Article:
What images pop up in your mind when you think about camping?

Scenario #1:

Green grass, friendly squirrels eating out of your hand, birds chirping, sleeping under a lovely sheet of midnight stars, communing with nature Scenario #2:

Sleeping on mud, evil squirrels biting your hand, birds crapping all over your stuff, sleeping with large bugs in the rain, cursing out nature

The real answer probably lies somewhere between the two. Yes, camping is great outdoorsy fun, but you also can't forget that along with the outdoors comes unpredictability. If you don't plan your trip correctly, then you might accidentally end up with rain, huge bugs, or those evil squirrels. Fortunately, we're here to help you out with the basics of spending the night in the great outdoors - what to expect, what to bring, and how to keep those pesky bears from stealing your picnic basket.


There are various levels of camping. Basically, it can be broken down three ways: 1) wilderness, 2) luxury, and 3) what we call "camping lite." Your choice will affect the type of equipment you use, what you need to pack, and whether it's safe to rent The Blair Witch Project the night before.

Wilderness camping

This is intense stuff-when we say "wilderness," we mean "wilderness." No ranger checking up on you, no cabin, no Quik-E Mart down the road. During wilderness camping, you pitch a tent in the middle of the woods and completely fend for yourself. In other words, it's caveman camping: sleep outside, get your own food, pee in the woods, and connect with nature. It is extremely important that you read our safety precautions in step 5 very carefully if you want to have a safe wilderness camping trip.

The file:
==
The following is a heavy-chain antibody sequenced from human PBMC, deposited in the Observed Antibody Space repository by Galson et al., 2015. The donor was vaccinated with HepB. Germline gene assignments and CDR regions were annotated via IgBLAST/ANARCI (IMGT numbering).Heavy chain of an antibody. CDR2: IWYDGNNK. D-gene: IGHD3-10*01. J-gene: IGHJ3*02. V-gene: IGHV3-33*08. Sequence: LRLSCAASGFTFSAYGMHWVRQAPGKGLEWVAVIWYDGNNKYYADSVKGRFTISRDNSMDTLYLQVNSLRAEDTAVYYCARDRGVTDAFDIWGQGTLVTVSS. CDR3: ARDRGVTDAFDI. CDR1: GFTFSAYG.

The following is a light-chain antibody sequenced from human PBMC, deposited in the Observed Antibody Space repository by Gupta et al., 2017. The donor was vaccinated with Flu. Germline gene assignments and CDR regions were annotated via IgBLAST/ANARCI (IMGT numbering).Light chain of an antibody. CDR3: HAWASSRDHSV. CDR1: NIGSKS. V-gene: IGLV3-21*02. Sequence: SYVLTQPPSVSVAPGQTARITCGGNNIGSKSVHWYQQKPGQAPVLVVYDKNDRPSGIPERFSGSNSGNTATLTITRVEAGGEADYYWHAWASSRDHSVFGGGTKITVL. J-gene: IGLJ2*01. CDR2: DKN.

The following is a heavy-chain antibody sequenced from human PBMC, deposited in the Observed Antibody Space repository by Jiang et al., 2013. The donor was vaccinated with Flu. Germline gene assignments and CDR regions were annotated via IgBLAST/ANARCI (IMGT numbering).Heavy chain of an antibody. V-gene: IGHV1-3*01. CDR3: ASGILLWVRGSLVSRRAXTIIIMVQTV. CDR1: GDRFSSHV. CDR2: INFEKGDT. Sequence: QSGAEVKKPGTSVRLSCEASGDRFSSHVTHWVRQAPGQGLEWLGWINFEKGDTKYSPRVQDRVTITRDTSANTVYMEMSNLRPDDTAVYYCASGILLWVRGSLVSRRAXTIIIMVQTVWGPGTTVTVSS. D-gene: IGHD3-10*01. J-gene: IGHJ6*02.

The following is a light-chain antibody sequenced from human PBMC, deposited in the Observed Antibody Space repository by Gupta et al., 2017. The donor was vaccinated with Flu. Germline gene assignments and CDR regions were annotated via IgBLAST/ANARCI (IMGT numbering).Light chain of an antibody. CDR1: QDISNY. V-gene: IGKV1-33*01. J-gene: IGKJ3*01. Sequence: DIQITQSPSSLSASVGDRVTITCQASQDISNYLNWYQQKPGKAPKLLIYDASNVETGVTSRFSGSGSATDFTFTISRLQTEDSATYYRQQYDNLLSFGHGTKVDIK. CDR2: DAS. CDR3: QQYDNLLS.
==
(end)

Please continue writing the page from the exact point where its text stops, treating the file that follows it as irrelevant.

If you've never gone camping in your life, then you really shouldn't try wilderness camping on your first foray unless you're with people who have done it before. You don't want to get out there after hiking all day only to realize that you can't fall asleep without Jay Leno or that relieving yourself in the woods is not your cup of tea. Or, even worse, you could fall down a hole or get lost. Instead, start off easy with some "camping lite," and work your way into wilderness camping as you gain experience.

For a list of recommended camping sites, check out Trails.com's camping directory.

"Camping lite"

It might sound like "wuss" camping, but it's safe, especially for families. "Camping lite" basically works like this: you pay a fee, pull into your assigned campsite, and the rest is up to you. You pitch your tent, start your campfire, and do whatever else you need. Showers and rest rooms are provided nearby (and sometimes there will be other amenities: a pool, game room, laundry facilities, or a convenience store). Think of it like practice camping. Lite sites are where to go to get away from it all without sacrificing all of comforts of home. And though it sounds pretty easy, believe us, you're still roughing it plenty.

Kampgrounds of America (KOA) has over 75,000 camping locations around North America. Some of their pricier options border on luxury camping, but if you go with the barebones basics (paying about $25 for a camping site), it can still be campy.

Luxury camping

This may as well not be called camping at all. It can come in handy when you are on the road and want to feel rustic but not get dirty. Camping is reduced to sleeping in cabins, footsteps away from the pool and tennis courts. Room service is available, your bed is made for you and you are generally treated like royalty. Sure, it might be relaxing to be near nature, but it's barely camping.

If you're looking for a luxury camping site, try The Point in the Adirondacks. Originally built as a location for the Rockefellers to enjoy, it has linens in every room, breakfast in bed, and plenty of activities to keep you busy.